|Publication number||US4534478 A|
|Application number||US 06/467,103|
|Publication date||Aug 13, 1985|
|Filing date||Feb 16, 1983|
|Priority date||Feb 16, 1983|
|Publication number||06467103, 467103, US 4534478 A, US 4534478A, US-A-4534478, US4534478 A, US4534478A|
|Inventors||Nina P. Sawicki|
|Original Assignee||Sawicki Nina P|
|Export Citation||BiBTeX, EndNote, RefMan|
|Patent Citations (14), Referenced by (5), Classifications (9), Legal Events (5)|
|External Links: USPTO, USPTO Assignment, Espacenet|
The present invention relates to apparatus for indicating when a container has been tampered with and more particularly comprises a cover affixed to a container with a conventional cap on the closure end of the container.
Recent events have dramatically demonstrated the need for improved tamper-resistant containers to prevent adulteration of the products in the containers. Heretofore, various closure devices have been developed which require the tearing of the cap placed on a container to effect opening of the container. Such closure apparatus are illustrated in Hutaff, U.S. Pat. No. 2,109,699; Langecker, U.S. Pat. No. 3,434,613; Faulstich, U.S. Pat. No. 3,392,860; Hermann, U.S. Pat. No. 834,906; Studer, U.S. Pat. No. 3,112,838; and Vido, U.K. Pat. No. 1,079,417. In each of these patents, the closure cap is either partially or entirely torn away. Consequently, the closure cap is either destroyed during the removal process making it impossible to reseal the container utilizing that cap or must have a special configuration so that a portion of the cap will be unaffected and can be used to reseal the container. None of these references show a cover for placement over the top of a container already having a cap thereon so that the cover prevents access to the cap.
In Sakurai, U.S. Pat. No. 3,640,417, a heat-shrinkable sleeve for closing a container is disclosed. However, the sleeve is provided to be placed underneath the cap. Hence, it would be impossible for a consumer to readily observe whether the sleeve had been removed or was still in place without removing the cap from the container. Consequently, the consumer could purchase a tampered with container and not know it.
By contrast, the present invention provides a cover which can be positioned over any of a number of different containers with conventional non-tamperproof caps thereon to effectively make the container tamper-proof. As such, the manufacturer's bottle retains its identity in the eyes of the consumer. This is particularly true where the cover is provided to be either translucent or transparent so that the cap and top of the container can be observed by the consumer through the tamper resistent cover.
More specifically, the invention includes a cover which may be either a dome-shaped shroud member or a heat-shrink shroud member which covers the top of a container including the conventional cap closing the container. At the lower edge of the shroud portion of the cover, a safety band which is a thickened annular portion made out of the same material as the upper shroud portion, is provided to extend into an indent in the container. The safety band is made of a different color or has indicia on it that define indicia which do not appear on the shroud portion of the cover so that when the safety band is removed, it will be obvious to a consumer by merely observing the container.
Indeed, in order to remove the cover, a consumer must focus his attention on the safety band in order to effect removal of the safety band. Since, any tampering with the cover of the present invention would result in damage to that very safety band, the consumer's attention will focus on the very item that must be effected by tampering. Hence, the consumer will be more likely to notice tampering.
The cover, in accordance with the invention, is such that when the pull member is pulled, the safety band tears in such a way as to cause the cover itself to also tear along annular tear lines which may either have a circular or a helical configuration. In accordance with the invention, the safety band is heat bonded or adhesively bonded to the container annularly at the indent in the container so that the cover cannot be removed without tearing the safety band and hence the shroud. Therefore, once the pull tab has been pulled, the safety band and shroud of the cover will be torn making it impossible to repair the cover and replace it on the container without making such repair efforts obvious to an observer. Such attempts to repair would be a clear indication of tampering whereas a lack of damage to the cover would be a clear indication that the container had not been tampered with.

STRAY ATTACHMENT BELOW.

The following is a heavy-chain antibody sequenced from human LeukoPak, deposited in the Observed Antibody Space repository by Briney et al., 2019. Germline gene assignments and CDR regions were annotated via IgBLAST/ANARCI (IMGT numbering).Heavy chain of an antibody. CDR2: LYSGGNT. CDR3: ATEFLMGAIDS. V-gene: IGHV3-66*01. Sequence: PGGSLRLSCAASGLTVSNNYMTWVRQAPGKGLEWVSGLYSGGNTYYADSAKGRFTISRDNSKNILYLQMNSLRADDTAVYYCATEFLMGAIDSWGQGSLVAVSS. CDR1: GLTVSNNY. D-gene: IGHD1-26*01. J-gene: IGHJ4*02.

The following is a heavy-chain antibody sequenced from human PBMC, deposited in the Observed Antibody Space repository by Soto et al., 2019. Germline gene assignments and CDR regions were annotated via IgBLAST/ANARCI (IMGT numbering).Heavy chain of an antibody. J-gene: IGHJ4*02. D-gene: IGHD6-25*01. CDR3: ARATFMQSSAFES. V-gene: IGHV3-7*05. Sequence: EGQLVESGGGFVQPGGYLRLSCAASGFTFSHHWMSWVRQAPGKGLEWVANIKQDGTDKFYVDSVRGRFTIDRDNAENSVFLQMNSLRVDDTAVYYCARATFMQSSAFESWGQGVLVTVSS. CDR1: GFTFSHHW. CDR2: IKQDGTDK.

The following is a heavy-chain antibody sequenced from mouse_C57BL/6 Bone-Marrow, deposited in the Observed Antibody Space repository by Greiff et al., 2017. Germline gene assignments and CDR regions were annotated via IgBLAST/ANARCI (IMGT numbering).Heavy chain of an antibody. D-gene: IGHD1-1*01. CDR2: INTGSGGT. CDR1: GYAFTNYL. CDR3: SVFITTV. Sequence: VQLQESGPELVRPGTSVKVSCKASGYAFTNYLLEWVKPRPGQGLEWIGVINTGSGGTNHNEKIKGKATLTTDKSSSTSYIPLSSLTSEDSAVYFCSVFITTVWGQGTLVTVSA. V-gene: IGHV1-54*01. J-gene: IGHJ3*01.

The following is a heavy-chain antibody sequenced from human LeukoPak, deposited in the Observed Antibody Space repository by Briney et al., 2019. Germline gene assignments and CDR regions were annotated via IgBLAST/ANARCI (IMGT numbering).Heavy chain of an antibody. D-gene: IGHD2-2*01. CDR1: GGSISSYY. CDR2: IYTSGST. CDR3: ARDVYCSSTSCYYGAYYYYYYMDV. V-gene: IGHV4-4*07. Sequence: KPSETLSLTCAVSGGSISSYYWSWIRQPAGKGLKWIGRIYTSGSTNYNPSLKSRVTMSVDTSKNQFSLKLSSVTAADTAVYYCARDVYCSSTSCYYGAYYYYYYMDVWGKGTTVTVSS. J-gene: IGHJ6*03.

It will also be appreciated that by making the safety band of a different color or with different visually-observable indicia than the remainder of the cover, any attempt to remove the safety band and then replace the cover will be easily observable to the consumer since the different-colored safety band will be missing.
The present invention comprises a tamper-indicating cover for containers closed by a cap where the container has an annular indent at a spaced distance below the cap. The cover, in accordance with the invention, includes a shroud portion positioned entirely over the cap in access-preventing relationship to the cap. The shroud further has an annular terminus region from which an annular safety band extends. The annular safety band is integral with the shroud portion and is configured to extend into the annular indent of the container. The safety band and hence the cover is affixed by adhesive or other means to the container at the indent for preventing removal of the cover from the container without tearing the cover.
A pull tab may extend from the safety band for transversely rupturing and removing the safety band from the container indent when the pull tab is pulled to effect removal of the cover from the container and give access to the container cap. In one embodiment, the shroud portion of the cover includes at least one tear line extending from the safety band for enabling the shroud to be torn to facilitate loosening of the cover from the container when the pull tab is pulled. The tear line may comprise either a stress line in the cover or may comprise a thread such as a nylon thread embedded in the cover or positioned around the container between the container and the cover so that when the thread is pulled, the thread will be pulled through the cover to effect rupturing of the cover.